What does it take to be a great running back in football? Most people would automatically say “SPEED”. Which is true, but it is more than that. I have seen running backs over the years try so survive off natural talent and speed alone. It did not last. Why? I am going to share with you what a running back is and what it takes to be a great running back in football.

First, what is a running back in football? Running back is a position that usually lines up in the offensive backfield. A running back’s main roles are to receive handoffs from the quarterback for a running play, to catch passes from out of the backfield, and to block. There are one, two or possibly three running backs on the field for any given play, depending on the offensive formation. The running back position is every young athlete’s dream to play. But there are numerous responsibilities that go into this position.

The running back is responsible for carrying the ball on the majority of running plays, and may frequently be used as a receiver on short passing plays. Effective running backs must have speed, quickness, and agility as a runner, as well as sure hands and great vision upfield as a receiver. When a running back is not participating as a runner or receiver, the primary responsibility of a running back is to assist the offensive linemen in blocking, either to protect the quarterback or another player carrying the football. In some trick plays, running backs are occasionally used to pass the ball on a halfback option play or halfback pass.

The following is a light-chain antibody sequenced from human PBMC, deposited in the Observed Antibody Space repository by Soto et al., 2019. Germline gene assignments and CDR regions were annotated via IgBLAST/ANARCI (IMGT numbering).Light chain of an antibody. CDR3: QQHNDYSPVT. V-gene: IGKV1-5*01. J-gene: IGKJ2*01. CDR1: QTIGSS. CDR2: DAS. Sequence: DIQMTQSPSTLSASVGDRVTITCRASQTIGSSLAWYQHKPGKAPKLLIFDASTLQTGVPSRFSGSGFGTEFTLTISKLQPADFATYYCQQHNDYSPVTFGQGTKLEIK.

The question you need to ask yourself: Can I be a great running back?

Sure you can. Anybody can do anything if you put in the work and dedicate yourself to being successful which requires “EFFORT”. What is effort? Effort is work done by the mind or body, when energy is used to do something produced by hard work.

To be the best running back you can be starts in the weight room. You have to commit yourself in the weight room to getting stronger. Some young athletes do not like to lift weights because of the extra force and soreness in the body. Some young athletes believe if they can run and have more talent, then they should be okay. If you play in the backfield, you need to develop lower-body power and game-breaking speed. Whether it’s lowering your 40-Yard Dash time, improving flexibility or lifting more weight. Running backs take a numerous amount of hits. This gets you ready for the contact and punishment.

Here are the basic beginner workouts that running backs do in the weight room:

  1. Bench Press
  2. Squats
  3. Deadlift
  4. Core (Ab) Workouts
  5. Power Clean

Here are the basic Speed and Agility drills for running backs:

  1. Box Jumps
  2. Cone Drills
  3. Jump Rope Drills
  4. Sprint Drills

So keep in mind, if you want to be a great running back, you have to work at it and be committed to getting bigger, faster, and stronger through “EFFORT”.